Strategic Planning at the Chronicle Gazette

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Strategic Planning at The Chronicle Gazette

1. Introduction

The Chronicle Gazette, a leading newspaper in San Francisco with paid circulation of 225,000 customers. It is a first-rate newspaper and over the years, its writers have won awards for their work.

Despite of the well-established image and reputation, The Chronicle Gazette is facing a severe situation that there has been a steady decline in subscriptions. In the past eight years, subscriptions have fallen by a total of 35% and advertising revenue has also dropped by 28%.

Susan Feinman, the publisher of The Chronicle Gazette, noted the criticalness of the problem and worried this will become the 21st century equivalent of buggy whip manufacturers. The company is not looking for band-aid solutions but an insight of all the challenges and to work out an effective business strategy.

This report is to provide a macro and micro review of the newspaper industry and the company; analysis threats and opportunities that The Chronicle Gazette is facing; provide long term and short term strategies to let the company continuing her leading position in both readership and profitability.

2. State of the newspaper publishing industry today

The U.S. newspaper industry is in the midst of a historic restructuring, buffeted by a deep recession that is battering crucial advertising revenues, long-term structural challenges as readership to free news and entertainment on the Internet, and heavy debt burdens weighing down some major media companies. As the distress mounts – seven U.S. newspaper companies have filed for bankruptcy in the past years – lawmakers are debating possible legislation to assist the industry. Additionally, the Federal Trade Commission (FTC) will hold a series of workshops in 2009 to look at challenges facing newspapers, television, and radio in the Internet age.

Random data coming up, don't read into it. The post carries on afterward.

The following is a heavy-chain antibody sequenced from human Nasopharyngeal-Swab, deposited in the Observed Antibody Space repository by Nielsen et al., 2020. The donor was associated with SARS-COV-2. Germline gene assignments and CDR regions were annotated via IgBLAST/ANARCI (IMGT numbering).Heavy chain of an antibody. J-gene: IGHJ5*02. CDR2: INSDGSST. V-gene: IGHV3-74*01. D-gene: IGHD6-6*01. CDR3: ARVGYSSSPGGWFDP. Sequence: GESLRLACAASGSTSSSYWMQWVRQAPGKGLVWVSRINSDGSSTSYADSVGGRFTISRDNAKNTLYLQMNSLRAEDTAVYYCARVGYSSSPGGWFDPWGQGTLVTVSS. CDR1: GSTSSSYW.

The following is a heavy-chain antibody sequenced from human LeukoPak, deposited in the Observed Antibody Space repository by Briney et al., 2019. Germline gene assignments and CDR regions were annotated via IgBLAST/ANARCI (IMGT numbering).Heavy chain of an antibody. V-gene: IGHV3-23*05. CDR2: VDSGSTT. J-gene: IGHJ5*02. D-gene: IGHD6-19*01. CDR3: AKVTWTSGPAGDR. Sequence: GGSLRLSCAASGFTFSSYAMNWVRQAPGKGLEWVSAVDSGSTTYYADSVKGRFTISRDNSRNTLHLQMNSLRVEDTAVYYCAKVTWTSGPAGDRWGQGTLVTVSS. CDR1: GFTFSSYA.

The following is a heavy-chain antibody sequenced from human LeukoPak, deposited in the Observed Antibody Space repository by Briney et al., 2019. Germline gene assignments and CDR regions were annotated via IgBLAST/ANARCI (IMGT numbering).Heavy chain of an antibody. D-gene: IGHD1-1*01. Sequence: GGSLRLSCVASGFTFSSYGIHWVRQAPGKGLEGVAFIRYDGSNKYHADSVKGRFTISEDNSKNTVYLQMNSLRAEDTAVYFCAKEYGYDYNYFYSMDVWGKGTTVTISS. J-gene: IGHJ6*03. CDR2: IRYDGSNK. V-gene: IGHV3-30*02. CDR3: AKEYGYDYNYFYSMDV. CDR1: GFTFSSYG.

There are now about 1,400 daily newspapers in the United States and thousands of community papers, which generally publish weekly or biweekly. A handful of papers, including the Wall Street Journal, USA TODAY, and the New York Times, have a national print readership topping a million or more. The top 50 papers account for about a third of circulation, among them the big city papers that had some of the largest circulation declines in 2008. Overall, the newspaper industry, including printers, reporters, advertising salespeople and other personnel, was a roughly $50 billion business in 2002, according to Census Bureau data, employing about 400,000 people.

Publishers are experimenting with new business approaches, but there is no widely agreed-upon model to restore the link between newspaper content and earnings, which has been partially severed on the Internet. Newspapers depend on advertising for about 80% of revenues. Even after investing major sums in technology, and attracting millions of online readers, less than 10% of overall newspaper ad dollars are Internet-driven. At the same time, print readership is falling, further cutting into subscription and advertising revenues. It is predicted that more than half the approximately 1,400 daily newspapers in the country could be out of business by the end of the next decade.

Some media experts have suggested that the best approach is arms-length federal involvement, where Congress provides federal funding to support the general practice of news gathering, rather than supporting specific newspapers. Such proposals include helping newspapers convert to employee-owned or nonprofit entities, increasing public trust to support reporting, bolstering journalism programs affiliated with educational institutions.

Congressional committees are considering holding additional hearings on the state of the newspaper industry, but as yet there is no major push for legislative action. Advertising revenues do not appear to have revived during the first half of 2009, opening the possibility of further deep staff layoffs and pay...
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